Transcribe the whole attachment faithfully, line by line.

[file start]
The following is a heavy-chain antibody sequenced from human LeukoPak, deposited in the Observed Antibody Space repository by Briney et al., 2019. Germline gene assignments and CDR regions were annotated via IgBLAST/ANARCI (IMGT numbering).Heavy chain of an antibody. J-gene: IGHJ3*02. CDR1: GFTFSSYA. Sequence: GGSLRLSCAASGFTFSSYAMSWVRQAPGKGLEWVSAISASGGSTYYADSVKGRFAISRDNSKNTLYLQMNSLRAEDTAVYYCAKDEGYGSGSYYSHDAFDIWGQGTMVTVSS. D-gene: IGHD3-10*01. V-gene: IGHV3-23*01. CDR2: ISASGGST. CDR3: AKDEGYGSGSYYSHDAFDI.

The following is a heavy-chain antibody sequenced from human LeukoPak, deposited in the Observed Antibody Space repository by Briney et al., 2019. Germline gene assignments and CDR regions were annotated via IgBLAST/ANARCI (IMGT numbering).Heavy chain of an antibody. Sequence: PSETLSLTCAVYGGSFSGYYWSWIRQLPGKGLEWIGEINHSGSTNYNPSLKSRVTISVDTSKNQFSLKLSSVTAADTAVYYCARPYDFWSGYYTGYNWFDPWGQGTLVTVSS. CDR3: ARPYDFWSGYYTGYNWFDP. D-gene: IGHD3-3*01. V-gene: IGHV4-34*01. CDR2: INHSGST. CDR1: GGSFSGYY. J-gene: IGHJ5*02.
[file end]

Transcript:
The following is a heavy-chain antibody sequenced from human LeukoPak, deposited in the Observed Antibody Space repository by Briney et al., 2019. Germline gene assignments and CDR regions were annotated via IgBLAST/ANARCI (IMGT numbering).Heavy chain of an antibody. J-gene: IGHJ3*02. CDR1: GFTFSSYA. Sequence: GGSLRLSCAASGFTFSSYAMSWVRQAPGKGLEWVSAISASGGSTYYADSVKGRFAISRDNSKNTLYLQMNSLRAEDTAVYYCAKDEGYGSGSYYSHDAFDIWGQGTMVTVSS. D-gene: IGHD3-10*01. V-gene: IGHV3-23*01. CDR2: ISASGGST. CDR3: AKDEGYGSGSYYSHDAFDI.

The following is a heavy-chain antibody sequenced from human LeukoPak, deposited in the Observed Antibody Space repository by Briney et al., 2019. Germline gene assignments and CDR regions were annotated via IgBLAST/ANARCI (IMGT numbering).Heavy chain of an antibody. Sequence: PSETLSLTCAVYGGSFSGYYWSWIRQLPGKGLEWIGEINHSGSTNYNPSLKSRVTISVDTSKNQFSLKLSSVTAADTAVYYCARPYDFWSGYYTGYNWFDPWGQGTLVTVSS. CDR3: ARPYDFWSGYYTGYNWFDP. D-gene: IGHD3-3*01. V-gene: IGHV4-34*01. CDR2: INHSGST. CDR1: GGSFSGYY. J-gene: IGHJ5*02.